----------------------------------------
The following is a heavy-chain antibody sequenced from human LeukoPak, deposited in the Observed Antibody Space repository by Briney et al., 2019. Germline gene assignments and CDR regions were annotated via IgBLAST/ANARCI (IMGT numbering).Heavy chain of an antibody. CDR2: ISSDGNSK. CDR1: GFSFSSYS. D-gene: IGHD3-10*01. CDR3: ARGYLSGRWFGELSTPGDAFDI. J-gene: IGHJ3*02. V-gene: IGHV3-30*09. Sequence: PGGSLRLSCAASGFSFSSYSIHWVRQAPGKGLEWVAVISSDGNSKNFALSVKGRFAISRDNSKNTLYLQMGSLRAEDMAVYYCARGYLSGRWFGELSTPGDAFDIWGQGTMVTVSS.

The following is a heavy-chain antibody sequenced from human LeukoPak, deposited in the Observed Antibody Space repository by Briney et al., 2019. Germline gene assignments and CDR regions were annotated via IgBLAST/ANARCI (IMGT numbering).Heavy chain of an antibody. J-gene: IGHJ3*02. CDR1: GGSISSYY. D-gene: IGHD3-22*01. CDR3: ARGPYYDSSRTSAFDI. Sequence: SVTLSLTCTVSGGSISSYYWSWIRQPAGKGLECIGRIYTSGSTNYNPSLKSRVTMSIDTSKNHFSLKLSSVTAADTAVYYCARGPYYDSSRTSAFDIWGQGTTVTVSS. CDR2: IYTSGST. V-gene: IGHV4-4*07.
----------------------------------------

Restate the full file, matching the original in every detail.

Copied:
The following is a heavy-chain antibody sequenced from human LeukoPak, deposited in the Observed Antibody Space repository by Briney et al., 2019. Germline gene assignments and CDR regions were annotated via IgBLAST/ANARCI (IMGT numbering).Heavy chain of an antibody. CDR2: ISSDGNSK. CDR1: GFSFSSYS. D-gene: IGHD3-10*01. CDR3: ARGYLSGRWFGELSTPGDAFDI. J-gene: IGHJ3*02. V-gene: IGHV3-30*09. Sequence: PGGSLRLSCAASGFSFSSYSIHWVRQAPGKGLEWVAVISSDGNSKNFALSVKGRFAISRDNSKNTLYLQMGSLRAEDMAVYYCARGYLSGRWFGELSTPGDAFDIWGQGTMVTVSS.

The following is a heavy-chain antibody sequenced from human LeukoPak, deposited in the Observed Antibody Space repository by Briney et al., 2019. Germline gene assignments and CDR regions were annotated via IgBLAST/ANARCI (IMGT numbering).Heavy chain of an antibody. J-gene: IGHJ3*02. CDR1: GGSISSYY. D-gene: IGHD3-22*01. CDR3: ARGPYYDSSRTSAFDI. Sequence: SVTLSLTCTVSGGSISSYYWSWIRQPAGKGLECIGRIYTSGSTNYNPSLKSRVTMSIDTSKNHFSLKLSSVTAADTAVYYCARGPYYDSSRTSAFDIWGQGTTVTVSS. CDR2: IYTSGST. V-gene: IGHV4-4*07.